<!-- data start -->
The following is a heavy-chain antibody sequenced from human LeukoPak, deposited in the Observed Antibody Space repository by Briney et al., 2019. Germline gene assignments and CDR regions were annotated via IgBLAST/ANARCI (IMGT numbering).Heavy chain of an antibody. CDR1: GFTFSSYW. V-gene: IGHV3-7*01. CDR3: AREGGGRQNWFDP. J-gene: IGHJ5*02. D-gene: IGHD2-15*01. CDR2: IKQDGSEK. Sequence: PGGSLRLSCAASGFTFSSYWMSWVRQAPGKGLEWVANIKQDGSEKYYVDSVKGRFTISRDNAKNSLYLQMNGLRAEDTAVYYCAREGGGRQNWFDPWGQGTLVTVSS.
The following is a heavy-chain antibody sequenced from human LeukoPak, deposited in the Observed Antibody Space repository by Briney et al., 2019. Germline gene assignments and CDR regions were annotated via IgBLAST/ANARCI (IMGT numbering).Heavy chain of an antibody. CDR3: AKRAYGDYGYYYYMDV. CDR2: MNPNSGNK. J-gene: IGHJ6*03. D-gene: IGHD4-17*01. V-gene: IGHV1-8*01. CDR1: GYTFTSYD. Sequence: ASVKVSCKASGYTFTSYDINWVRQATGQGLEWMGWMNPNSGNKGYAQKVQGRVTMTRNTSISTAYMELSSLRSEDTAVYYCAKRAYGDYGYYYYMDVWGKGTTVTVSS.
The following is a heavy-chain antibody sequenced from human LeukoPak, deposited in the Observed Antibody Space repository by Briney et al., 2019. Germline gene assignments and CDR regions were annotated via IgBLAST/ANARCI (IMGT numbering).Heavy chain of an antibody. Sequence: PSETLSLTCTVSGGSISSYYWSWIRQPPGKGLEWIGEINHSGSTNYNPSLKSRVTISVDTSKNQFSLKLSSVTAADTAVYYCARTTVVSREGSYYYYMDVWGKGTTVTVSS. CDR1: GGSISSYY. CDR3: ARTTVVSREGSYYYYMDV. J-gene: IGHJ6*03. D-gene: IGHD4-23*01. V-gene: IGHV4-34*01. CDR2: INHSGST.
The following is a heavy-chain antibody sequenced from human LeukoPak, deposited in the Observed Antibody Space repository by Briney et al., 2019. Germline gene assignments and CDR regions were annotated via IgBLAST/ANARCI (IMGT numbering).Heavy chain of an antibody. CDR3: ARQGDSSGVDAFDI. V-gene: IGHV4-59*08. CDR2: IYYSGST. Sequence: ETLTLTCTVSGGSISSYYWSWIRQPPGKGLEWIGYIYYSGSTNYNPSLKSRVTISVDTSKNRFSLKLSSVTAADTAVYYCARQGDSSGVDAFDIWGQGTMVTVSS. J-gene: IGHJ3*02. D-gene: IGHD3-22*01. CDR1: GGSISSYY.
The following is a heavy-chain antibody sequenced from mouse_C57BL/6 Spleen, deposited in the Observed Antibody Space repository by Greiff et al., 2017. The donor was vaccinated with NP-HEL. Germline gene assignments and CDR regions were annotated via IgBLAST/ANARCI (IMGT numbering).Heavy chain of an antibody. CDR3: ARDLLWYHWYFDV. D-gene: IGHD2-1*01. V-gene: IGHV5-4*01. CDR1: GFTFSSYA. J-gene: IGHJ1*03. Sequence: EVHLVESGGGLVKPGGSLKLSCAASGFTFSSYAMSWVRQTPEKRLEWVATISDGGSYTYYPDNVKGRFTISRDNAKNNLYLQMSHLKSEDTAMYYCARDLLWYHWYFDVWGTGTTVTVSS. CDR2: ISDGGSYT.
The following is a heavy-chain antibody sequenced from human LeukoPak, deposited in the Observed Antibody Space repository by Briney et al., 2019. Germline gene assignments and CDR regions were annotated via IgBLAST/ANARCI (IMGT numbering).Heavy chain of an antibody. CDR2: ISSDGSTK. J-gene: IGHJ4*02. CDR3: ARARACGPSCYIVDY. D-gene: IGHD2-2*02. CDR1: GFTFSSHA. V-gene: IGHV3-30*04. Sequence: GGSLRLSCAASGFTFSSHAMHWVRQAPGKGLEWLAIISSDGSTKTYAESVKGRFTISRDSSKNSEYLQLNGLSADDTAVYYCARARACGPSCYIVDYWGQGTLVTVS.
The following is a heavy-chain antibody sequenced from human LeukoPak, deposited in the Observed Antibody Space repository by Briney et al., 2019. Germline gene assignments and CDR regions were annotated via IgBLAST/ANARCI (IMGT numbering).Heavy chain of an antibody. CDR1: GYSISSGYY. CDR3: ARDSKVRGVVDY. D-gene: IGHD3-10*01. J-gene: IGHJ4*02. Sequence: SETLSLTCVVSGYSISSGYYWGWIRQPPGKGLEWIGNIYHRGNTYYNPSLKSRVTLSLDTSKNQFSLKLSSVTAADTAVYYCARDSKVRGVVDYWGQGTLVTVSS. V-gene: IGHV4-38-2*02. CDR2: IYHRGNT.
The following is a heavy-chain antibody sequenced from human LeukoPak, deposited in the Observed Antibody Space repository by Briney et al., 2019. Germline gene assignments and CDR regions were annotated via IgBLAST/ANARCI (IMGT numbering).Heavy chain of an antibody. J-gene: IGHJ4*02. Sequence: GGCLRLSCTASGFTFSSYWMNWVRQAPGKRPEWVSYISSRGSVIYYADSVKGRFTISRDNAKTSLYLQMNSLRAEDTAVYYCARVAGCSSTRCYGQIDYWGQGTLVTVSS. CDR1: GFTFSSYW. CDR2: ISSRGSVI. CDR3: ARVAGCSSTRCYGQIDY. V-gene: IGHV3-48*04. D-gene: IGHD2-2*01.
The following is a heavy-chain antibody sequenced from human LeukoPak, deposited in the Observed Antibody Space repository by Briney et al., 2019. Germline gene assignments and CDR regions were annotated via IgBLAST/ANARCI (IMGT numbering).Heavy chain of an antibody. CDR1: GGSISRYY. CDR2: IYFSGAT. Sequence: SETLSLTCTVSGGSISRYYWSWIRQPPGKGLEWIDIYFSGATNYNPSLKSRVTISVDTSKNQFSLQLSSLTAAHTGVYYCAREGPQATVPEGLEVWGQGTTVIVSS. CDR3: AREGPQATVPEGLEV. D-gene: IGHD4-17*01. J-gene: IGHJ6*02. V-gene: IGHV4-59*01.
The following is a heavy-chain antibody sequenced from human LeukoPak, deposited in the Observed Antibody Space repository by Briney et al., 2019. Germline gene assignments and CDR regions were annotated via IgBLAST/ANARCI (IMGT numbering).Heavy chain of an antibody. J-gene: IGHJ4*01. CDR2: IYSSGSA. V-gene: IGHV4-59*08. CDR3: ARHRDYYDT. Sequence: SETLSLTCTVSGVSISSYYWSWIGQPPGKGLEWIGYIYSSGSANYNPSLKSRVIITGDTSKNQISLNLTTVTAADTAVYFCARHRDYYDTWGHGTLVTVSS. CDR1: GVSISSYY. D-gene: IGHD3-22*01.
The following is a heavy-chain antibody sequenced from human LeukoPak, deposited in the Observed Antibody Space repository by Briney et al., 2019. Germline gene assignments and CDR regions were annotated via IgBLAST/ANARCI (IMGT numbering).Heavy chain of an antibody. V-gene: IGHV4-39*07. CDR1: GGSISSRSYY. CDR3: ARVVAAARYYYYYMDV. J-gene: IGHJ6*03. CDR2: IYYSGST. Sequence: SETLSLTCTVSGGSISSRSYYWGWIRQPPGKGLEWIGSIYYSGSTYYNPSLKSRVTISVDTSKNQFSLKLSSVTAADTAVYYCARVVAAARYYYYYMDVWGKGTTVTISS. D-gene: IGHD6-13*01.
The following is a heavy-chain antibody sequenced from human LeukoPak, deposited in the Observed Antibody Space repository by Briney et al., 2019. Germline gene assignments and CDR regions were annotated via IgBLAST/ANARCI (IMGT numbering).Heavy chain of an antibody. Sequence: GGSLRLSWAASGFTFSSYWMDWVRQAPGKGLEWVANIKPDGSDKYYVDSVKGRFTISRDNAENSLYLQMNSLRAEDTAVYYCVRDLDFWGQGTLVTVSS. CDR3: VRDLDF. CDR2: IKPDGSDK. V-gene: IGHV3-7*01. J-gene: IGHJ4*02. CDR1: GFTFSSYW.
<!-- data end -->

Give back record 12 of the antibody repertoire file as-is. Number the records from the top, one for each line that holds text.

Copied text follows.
The following is a heavy-chain antibody sequenced from human LeukoPak, deposited in the Observed Antibody Space repository by Briney et al., 2019. Germline gene assignments and CDR regions were annotated via IgBLAST/ANARCI (IMGT numbering).Heavy chain of an antibody. Sequence: GGSLRLSWAASGFTFSSYWMDWVRQAPGKGLEWVANIKPDGSDKYYVDSVKGRFTISRDNAENSLYLQMNSLRAEDTAVYYCVRDLDFWGQGTLVTVSS. CDR3: VRDLDF. CDR2: IKPDGSDK. V-gene: IGHV3-7*01. J-gene: IGHJ4*02. CDR1: GFTFSSYW.